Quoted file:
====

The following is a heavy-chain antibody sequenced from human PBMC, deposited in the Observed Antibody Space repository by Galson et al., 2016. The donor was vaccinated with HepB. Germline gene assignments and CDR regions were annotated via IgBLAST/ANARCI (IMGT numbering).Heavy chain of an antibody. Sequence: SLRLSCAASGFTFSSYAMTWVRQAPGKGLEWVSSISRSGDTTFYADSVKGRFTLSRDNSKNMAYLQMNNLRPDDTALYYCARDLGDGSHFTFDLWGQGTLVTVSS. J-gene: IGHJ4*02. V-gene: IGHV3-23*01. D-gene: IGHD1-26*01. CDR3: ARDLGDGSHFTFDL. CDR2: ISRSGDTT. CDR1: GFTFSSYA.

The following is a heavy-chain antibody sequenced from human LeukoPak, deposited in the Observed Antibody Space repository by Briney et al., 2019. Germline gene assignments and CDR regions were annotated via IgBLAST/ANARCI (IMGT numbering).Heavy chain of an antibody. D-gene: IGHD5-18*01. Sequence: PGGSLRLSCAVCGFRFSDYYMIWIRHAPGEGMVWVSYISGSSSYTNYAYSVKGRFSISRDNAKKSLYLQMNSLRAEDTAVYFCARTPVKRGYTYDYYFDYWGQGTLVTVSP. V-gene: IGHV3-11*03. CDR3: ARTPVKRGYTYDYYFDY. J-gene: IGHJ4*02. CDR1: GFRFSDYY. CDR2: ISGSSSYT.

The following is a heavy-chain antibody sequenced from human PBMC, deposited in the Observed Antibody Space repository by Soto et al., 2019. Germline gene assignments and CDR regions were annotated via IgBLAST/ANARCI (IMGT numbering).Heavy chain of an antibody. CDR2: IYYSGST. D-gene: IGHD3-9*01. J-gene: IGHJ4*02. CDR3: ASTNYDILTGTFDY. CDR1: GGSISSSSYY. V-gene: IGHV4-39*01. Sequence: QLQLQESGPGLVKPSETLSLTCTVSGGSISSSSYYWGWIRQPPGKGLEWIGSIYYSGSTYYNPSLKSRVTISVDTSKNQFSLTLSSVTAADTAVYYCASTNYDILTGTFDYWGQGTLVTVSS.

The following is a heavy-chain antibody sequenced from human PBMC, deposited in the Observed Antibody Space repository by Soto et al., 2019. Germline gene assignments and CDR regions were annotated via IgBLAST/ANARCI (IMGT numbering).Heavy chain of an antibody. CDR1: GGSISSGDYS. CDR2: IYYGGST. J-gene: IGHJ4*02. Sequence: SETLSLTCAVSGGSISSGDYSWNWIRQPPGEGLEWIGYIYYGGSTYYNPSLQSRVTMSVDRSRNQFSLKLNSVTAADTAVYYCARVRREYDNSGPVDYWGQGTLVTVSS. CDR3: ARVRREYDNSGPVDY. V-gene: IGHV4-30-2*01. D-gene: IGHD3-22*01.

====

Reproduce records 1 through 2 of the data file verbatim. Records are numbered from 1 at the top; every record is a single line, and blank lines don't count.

The following is a heavy-chain antibody sequenced from human PBMC, deposited in the Observed Antibody Space repository by Galson et al., 2016. The donor was vaccinated with HepB. Germline gene assignments and CDR regions were annotated via IgBLAST/ANARCI (IMGT numbering).Heavy chain of an antibody. Sequence: SLRLSCAASGFTFSSYAMTWVRQAPGKGLEWVSSISRSGDTTFYADSVKGRFTLSRDNSKNMAYLQMNNLRPDDTALYYCARDLGDGSHFTFDLWGQGTLVTVSS. J-gene: IGHJ4*02. V-gene: IGHV3-23*01. D-gene: IGHD1-26*01. CDR3: ARDLGDGSHFTFDL. CDR2: ISRSGDTT. CDR1: GFTFSSYA.

The following is a heavy-chain antibody sequenced from human LeukoPak, deposited in the Observed Antibody Space repository by Briney et al., 2019. Germline gene assignments and CDR regions were annotated via IgBLAST/ANARCI (IMGT numbering).Heavy chain of an antibody. D-gene: IGHD5-18*01. Sequence: PGGSLRLSCAVCGFRFSDYYMIWIRHAPGEGMVWVSYISGSSSYTNYAYSVKGRFSISRDNAKKSLYLQMNSLRAEDTAVYFCARTPVKRGYTYDYYFDYWGQGTLVTVSP. V-gene: IGHV3-11*03. CDR3: ARTPVKRGYTYDYYFDY. J-gene: IGHJ4*02. CDR1: GFRFSDYY. CDR2: ISGSSSYT.